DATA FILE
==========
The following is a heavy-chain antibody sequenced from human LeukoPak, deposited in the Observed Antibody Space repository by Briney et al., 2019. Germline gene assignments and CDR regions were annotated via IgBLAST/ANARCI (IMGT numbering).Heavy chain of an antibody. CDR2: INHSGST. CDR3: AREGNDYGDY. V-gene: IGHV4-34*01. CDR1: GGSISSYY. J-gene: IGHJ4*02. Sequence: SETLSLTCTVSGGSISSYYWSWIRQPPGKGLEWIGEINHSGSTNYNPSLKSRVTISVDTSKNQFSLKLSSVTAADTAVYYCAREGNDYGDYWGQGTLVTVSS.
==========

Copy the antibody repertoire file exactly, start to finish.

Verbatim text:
The following is a heavy-chain antibody sequenced from human LeukoPak, deposited in the Observed Antibody Space repository by Briney et al., 2019. Germline gene assignments and CDR regions were annotated via IgBLAST/ANARCI (IMGT numbering).Heavy chain of an antibody. CDR2: INHSGST. CDR3: AREGNDYGDY. V-gene: IGHV4-34*01. CDR1: GGSISSYY. J-gene: IGHJ4*02. Sequence: SETLSLTCTVSGGSISSYYWSWIRQPPGKGLEWIGEINHSGSTNYNPSLKSRVTISVDTSKNQFSLKLSSVTAADTAVYYCAREGNDYGDYWGQGTLVTVSS.